CAP pilot applicants were never queried about previous incidents/accidents on their applications. The accident pilot's application was not available for review since CAP applications were reported retained by the CAP for four years.

Accident occurred Thursday, June 12, 2003 in Hobbs, NM
Probable Cause Approval Date: 3/30/2004
Aircraft: Cessna 182R, registration: N6319H
Injuries: 1 Minor.

The Civil Air Patrol private pilot had recently (he had logged 24 tows) been signed off to tow gliders. He said that his initial climb incline was 20 degrees, and his airspeed was approximately 50 knots [the airplane's Pilot's Operating Handbook states that the flaps up, power off stall speed is 54 knots]. Several witnesses said that the airplane departed at a high angle of attack, and then mush/stalled into a T-hangar. Post accident examination of the airplane revealed that both wings were bent and wrinkled, and both the fuselage and empennage were bent and wrinkled. The density altitude was calculated to be 7,070 feet.

The National Transportation Safety Board determines the probable cause(s) of this accident as follows:
The pilot's failure to maintain airspeed, which resulted in a stall.

On May 17, 2003, at 1600 mountain daylight time, a Cessna 182R, N9849H, owned and operated by Civil Air Patrol Inc., was substantially damaged during a hard landing at Boulder Municipal Airport (1V5), Boulder, Colorado. The private pilot and his two passengers were not injured. Visual meteorological conditions prevailed. No flight plan had been filed for this cross-country flight being conducted under Title 14 CFR Part 91. The flight originated from Boulder at 1500.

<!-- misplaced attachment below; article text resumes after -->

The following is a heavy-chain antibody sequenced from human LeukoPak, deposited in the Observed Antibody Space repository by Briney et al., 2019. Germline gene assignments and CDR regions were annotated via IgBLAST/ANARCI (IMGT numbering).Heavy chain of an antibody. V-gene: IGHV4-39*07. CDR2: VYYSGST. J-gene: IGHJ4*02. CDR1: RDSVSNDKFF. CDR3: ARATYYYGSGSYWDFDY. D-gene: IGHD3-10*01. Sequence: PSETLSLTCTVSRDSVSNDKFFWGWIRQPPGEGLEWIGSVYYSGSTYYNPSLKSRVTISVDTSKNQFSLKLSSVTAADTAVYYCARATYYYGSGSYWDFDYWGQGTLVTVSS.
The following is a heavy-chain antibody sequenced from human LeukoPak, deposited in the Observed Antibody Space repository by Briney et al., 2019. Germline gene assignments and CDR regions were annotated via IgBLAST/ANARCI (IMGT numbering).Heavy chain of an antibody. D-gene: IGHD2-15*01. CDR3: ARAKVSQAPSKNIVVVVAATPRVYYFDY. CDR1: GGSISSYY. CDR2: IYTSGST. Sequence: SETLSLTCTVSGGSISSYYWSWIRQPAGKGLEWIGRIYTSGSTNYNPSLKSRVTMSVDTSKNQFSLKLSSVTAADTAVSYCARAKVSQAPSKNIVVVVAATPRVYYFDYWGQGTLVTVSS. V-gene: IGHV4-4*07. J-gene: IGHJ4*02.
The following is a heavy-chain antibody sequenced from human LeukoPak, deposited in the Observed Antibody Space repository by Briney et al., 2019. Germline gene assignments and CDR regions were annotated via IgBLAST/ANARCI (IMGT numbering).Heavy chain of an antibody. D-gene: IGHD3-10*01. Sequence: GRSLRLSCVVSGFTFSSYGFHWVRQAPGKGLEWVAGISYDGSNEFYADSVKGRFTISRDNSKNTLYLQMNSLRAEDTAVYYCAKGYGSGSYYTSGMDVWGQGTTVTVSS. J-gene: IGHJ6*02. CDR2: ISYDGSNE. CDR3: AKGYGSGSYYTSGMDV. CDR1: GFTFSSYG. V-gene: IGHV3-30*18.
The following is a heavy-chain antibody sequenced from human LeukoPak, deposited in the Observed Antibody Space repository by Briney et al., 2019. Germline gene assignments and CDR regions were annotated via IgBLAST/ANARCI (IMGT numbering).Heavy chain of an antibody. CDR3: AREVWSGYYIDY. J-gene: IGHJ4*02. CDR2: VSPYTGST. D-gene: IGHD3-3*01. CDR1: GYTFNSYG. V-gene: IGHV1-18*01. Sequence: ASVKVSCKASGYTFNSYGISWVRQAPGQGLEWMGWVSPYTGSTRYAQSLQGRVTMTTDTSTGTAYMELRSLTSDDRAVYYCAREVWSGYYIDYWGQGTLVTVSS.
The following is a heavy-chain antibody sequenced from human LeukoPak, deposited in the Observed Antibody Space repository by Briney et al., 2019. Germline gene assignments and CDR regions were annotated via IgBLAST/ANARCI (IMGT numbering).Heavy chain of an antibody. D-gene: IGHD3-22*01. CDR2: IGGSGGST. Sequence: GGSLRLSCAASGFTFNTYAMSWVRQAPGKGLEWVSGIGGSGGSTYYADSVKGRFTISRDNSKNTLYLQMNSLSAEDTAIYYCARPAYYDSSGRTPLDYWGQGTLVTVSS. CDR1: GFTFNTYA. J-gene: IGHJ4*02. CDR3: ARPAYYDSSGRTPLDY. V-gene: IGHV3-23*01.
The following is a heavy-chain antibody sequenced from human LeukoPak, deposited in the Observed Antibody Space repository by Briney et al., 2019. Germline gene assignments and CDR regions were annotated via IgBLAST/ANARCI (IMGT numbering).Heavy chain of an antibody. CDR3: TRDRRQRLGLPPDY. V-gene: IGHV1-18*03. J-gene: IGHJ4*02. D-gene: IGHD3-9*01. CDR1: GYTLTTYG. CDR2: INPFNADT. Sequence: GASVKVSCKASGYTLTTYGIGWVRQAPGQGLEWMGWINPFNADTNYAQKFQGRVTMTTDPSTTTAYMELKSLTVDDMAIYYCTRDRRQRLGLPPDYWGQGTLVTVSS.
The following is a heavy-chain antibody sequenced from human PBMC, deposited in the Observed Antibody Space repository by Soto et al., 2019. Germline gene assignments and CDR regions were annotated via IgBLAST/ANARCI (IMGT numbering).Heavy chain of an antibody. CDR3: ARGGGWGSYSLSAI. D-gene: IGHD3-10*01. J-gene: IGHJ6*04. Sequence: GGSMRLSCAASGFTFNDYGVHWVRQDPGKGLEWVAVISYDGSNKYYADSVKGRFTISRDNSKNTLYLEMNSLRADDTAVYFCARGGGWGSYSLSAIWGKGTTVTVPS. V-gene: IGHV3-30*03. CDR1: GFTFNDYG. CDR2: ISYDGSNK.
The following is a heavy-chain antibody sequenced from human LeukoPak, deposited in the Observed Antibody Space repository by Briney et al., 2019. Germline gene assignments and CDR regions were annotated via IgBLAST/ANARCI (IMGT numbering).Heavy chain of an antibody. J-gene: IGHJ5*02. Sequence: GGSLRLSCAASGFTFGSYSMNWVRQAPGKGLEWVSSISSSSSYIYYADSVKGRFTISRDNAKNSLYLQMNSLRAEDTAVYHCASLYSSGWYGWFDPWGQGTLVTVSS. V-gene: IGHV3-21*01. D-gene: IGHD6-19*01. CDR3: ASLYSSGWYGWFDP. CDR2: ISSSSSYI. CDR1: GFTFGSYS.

The pilot stated that the winds were "approximately 5 mph out of the east." With full flaps and an airspeed of 70 knots, he set up for an approach to runway 08. As they passed over the threshold, the airplane dropped approximately 25 feet and hit the runway. When the airplane bounced, he applied full power to regain control, landed on the runway and taxied to the parking area. He said he never heard the stall warning horn and didn't feel any change in the wind. The impact with the runway collapsed the nose landing gear, and buckled the firewall. No damage to the propeller was noted.

One witness stated that the airplane appeared to be in a nose high attitude on final approach. At approximately 15 to 20 feet above the runway, the "descent was momentarily halted," after which, the airplane "quickly" descended in a "mush" to the runway. The airplane touched down in a nose high attitude with both main landing gear and then the nose landing gear. The airplane "bounced" back into the air, then landed and taxied to the parking area under its own power.

At 1547, the reported weather at Boulder Municipal Airport was, wind, 130 degrees at 12 knots; visibility, 40 statute miles; sky condition, few at 090, broken at 250 feet; temperature, 28 degrees C.; dew point, 06 degrees C.; altimeter setting, 29.87.

Accident occurred Tuesday, September 10, 2002 in Mocksville, NC
Probable Cause Approval Date: 2/5/2004
Aircraft: Cessna 172P, registration: N62602
Injuries: 2 Serious.

The pilot was conducting touch and go landings when on the accident landing, the airplane touched down about two-third down the runway. On the go phase of the touch and go maneuver, the pilot established a nose high attitude followed by a right descending roll followed by the subsequent collision with trees. The airplane rested on the ground in a nose low attitude. No mechanical problems were reported by the pilot prior to the accident.

The National Transportation Safety Board determines the probable cause(s) of this accident as follows:
The pilot's failure to maintain airspeed during the takeoff and initial climb which resulted in an inadvertent stall and the subsequent collision with trees.

ATL02LA168